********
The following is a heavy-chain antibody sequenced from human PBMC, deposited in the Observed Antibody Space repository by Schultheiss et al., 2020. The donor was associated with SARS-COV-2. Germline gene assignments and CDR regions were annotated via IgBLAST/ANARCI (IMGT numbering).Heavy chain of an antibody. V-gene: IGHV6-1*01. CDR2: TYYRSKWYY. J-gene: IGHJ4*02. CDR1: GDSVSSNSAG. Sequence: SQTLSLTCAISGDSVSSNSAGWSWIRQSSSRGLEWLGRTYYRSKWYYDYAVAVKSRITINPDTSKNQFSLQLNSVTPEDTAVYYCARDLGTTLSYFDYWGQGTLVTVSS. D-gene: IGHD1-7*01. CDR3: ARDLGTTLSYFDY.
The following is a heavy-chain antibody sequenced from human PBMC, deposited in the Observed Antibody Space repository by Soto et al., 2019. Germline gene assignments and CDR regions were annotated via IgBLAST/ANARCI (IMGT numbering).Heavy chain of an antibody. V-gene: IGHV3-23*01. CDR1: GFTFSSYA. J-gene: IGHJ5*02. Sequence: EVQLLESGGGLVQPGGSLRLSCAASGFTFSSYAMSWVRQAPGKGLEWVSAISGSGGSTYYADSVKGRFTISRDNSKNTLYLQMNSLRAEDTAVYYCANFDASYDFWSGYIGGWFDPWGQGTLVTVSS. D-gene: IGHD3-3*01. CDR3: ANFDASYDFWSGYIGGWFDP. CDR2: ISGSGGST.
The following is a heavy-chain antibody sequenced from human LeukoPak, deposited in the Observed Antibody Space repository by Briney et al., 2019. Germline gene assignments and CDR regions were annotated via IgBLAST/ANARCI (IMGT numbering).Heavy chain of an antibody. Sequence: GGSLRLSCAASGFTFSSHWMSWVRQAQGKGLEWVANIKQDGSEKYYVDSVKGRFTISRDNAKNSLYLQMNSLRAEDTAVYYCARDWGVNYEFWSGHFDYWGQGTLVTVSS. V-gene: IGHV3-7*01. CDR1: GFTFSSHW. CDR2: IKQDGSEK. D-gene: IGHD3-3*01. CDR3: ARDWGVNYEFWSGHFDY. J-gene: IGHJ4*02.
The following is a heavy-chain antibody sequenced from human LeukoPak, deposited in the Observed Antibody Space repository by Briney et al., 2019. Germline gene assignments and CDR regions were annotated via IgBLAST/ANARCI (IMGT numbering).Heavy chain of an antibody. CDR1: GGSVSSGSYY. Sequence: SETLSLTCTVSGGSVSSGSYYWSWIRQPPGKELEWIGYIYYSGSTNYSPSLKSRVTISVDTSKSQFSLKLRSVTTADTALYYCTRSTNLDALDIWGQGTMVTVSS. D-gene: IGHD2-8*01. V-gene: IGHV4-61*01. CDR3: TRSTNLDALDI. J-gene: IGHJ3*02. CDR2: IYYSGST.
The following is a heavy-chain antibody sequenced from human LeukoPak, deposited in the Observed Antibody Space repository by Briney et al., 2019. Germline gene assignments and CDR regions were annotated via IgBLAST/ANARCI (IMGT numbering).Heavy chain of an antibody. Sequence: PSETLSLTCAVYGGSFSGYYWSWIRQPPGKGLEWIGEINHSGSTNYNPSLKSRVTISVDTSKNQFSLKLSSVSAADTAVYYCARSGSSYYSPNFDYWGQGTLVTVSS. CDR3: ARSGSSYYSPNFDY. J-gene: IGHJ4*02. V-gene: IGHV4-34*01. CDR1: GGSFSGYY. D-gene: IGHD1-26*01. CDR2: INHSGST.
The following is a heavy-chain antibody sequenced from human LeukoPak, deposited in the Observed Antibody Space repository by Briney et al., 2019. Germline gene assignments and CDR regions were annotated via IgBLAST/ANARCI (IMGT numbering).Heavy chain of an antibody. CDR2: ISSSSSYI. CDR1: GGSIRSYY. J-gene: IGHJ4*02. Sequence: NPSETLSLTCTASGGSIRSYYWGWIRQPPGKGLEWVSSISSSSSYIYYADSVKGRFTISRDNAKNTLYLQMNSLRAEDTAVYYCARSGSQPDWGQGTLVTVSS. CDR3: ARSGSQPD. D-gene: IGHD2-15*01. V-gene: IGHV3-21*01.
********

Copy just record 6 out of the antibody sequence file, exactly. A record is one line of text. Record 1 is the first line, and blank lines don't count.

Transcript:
The following is a heavy-chain antibody sequenced from human LeukoPak, deposited in the Observed Antibody Space repository by Briney et al., 2019. Germline gene assignments and CDR regions were annotated via IgBLAST/ANARCI (IMGT numbering).Heavy chain of an antibody. CDR2: ISSSSSYI. CDR1: GGSIRSYY. J-gene: IGHJ4*02. Sequence: NPSETLSLTCTASGGSIRSYYWGWIRQPPGKGLEWVSSISSSSSYIYYADSVKGRFTISRDNAKNTLYLQMNSLRAEDTAVYYCARSGSQPDWGQGTLVTVSS. CDR3: ARSGSQPD. D-gene: IGHD2-15*01. V-gene: IGHV3-21*01.